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Link between child obesity and traffic density


Narrator:       This is Science Today. Obesity is now thought to be the second largest cause of cancer that's preventable, next to smoking. Michael Jerrett, an associate professor of environmental health sciences at the University of California, Berkeley, helped conduct a study looking into how factors in the built environment, like traffic, affect children's activity levels and their body mass index, or BMI.

Jerrett:          Our study looks at the impact of traffic density in proximity to children's homes and we control for a wide range of individual and build environment factors that are thought to influence the progression of BMI.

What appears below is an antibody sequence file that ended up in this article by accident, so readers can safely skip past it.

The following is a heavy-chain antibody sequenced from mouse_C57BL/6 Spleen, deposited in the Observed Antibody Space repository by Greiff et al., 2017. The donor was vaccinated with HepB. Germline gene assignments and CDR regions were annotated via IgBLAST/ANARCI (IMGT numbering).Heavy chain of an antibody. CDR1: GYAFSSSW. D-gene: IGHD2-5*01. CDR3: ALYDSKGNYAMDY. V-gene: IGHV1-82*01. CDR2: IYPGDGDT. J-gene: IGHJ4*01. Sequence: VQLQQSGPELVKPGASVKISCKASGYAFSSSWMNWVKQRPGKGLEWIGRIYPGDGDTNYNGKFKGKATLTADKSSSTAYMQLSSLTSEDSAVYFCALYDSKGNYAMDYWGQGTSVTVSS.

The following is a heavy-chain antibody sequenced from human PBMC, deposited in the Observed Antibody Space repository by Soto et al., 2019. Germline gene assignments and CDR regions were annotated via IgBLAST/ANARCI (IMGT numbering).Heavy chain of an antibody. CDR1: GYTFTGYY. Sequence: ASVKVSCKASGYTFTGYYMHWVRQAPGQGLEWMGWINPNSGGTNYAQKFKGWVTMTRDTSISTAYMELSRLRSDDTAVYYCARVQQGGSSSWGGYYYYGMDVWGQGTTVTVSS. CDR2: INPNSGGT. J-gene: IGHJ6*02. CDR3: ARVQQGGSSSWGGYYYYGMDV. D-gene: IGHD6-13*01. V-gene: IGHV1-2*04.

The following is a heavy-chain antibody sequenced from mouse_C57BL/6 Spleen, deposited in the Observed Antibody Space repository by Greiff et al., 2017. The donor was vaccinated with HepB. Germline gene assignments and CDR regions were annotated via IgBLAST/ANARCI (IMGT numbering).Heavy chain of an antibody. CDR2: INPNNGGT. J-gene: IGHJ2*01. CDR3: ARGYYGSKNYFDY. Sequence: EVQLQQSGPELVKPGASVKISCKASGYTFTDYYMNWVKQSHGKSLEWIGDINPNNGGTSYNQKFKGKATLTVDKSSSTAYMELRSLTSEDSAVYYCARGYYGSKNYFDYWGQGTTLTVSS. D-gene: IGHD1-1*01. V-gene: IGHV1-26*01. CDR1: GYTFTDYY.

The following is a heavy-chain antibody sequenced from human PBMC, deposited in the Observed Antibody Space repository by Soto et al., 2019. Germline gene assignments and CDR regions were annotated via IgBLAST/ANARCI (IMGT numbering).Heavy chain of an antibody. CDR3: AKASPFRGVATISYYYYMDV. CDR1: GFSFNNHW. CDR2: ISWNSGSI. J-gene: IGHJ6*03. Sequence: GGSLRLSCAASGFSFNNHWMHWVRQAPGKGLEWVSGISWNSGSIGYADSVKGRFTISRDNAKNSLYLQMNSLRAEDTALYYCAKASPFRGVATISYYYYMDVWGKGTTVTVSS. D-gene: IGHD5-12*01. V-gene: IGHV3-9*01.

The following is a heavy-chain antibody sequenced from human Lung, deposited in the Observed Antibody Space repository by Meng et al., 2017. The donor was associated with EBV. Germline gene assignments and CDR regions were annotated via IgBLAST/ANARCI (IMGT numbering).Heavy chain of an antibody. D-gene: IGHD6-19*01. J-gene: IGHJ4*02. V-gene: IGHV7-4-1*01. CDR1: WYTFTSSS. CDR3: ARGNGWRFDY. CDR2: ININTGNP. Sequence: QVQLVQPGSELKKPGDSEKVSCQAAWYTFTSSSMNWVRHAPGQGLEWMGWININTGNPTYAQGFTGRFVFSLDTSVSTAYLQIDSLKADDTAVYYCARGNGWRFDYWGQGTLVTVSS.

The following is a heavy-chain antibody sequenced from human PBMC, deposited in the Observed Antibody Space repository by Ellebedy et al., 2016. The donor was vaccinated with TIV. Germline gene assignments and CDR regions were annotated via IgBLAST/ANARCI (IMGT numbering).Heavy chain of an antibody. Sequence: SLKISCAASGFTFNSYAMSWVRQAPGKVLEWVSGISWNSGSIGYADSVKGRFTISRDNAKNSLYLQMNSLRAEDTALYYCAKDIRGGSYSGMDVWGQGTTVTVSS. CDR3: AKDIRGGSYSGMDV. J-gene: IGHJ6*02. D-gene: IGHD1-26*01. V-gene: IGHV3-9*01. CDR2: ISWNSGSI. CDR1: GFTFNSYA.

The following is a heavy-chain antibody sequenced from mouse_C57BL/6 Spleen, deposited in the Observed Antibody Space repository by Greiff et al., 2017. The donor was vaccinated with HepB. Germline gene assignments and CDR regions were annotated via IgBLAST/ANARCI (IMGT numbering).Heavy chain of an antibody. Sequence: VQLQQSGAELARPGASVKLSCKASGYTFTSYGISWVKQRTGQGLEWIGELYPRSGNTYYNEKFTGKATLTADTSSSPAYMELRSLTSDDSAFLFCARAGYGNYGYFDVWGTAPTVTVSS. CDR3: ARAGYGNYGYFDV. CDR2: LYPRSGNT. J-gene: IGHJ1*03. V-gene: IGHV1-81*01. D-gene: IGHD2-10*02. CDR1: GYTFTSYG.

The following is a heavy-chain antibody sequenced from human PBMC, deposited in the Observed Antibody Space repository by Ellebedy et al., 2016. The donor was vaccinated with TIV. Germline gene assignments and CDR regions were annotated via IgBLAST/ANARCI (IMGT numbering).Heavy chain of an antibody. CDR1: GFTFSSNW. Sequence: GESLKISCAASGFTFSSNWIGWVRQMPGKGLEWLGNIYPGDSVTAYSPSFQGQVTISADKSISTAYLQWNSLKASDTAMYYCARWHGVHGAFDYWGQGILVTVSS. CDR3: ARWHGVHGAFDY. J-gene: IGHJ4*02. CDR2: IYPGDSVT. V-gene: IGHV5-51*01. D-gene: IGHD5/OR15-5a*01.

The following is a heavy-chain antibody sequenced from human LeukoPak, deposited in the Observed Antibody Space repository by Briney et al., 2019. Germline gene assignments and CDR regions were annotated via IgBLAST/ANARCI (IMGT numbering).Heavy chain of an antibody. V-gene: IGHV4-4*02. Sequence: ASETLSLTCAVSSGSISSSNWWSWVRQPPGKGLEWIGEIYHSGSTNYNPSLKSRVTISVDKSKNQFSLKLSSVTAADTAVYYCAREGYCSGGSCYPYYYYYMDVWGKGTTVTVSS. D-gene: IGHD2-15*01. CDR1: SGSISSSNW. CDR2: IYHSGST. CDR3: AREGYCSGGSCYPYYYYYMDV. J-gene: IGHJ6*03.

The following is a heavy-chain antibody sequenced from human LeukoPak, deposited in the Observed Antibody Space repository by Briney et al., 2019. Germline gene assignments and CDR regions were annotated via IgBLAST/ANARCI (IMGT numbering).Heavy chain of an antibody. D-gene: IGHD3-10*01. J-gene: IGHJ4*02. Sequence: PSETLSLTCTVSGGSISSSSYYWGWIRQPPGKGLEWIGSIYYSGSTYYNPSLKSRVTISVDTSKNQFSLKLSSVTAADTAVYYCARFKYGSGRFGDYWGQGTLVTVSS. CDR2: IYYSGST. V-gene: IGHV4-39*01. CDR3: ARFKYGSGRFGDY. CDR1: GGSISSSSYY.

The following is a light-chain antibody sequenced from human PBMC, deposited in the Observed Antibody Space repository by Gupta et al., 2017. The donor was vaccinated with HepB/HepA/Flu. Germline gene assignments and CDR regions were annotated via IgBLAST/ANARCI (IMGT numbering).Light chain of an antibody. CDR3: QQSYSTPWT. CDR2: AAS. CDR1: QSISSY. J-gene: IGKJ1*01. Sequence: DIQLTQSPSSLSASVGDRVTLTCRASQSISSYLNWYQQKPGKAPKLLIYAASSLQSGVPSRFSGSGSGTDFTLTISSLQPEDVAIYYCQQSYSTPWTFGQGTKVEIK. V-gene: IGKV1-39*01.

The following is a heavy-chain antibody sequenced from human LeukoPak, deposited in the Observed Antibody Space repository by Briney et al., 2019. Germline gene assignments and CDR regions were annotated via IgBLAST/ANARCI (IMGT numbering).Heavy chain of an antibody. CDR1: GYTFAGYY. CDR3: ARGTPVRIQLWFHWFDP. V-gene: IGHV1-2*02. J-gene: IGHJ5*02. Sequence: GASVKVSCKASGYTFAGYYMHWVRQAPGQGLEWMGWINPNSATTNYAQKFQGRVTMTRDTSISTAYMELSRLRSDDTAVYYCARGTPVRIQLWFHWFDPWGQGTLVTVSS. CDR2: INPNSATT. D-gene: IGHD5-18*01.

Narrator:       Children who live in neighborhoods that have a lot of traffic around their homes tend to have higher BMIs by the time they are 18 than those who live in lower traffic areas.

Jerrett:          Traffic in and of itself exerts an effect that's significant and the effect size is about 5 to 10 percent. That might not sound like a lot, but given that this is a global problem and that traffic is such a pervasive exposure, we could have a very big burden of illness.

Narrator:       For Science Today, I'm Larissa Branin.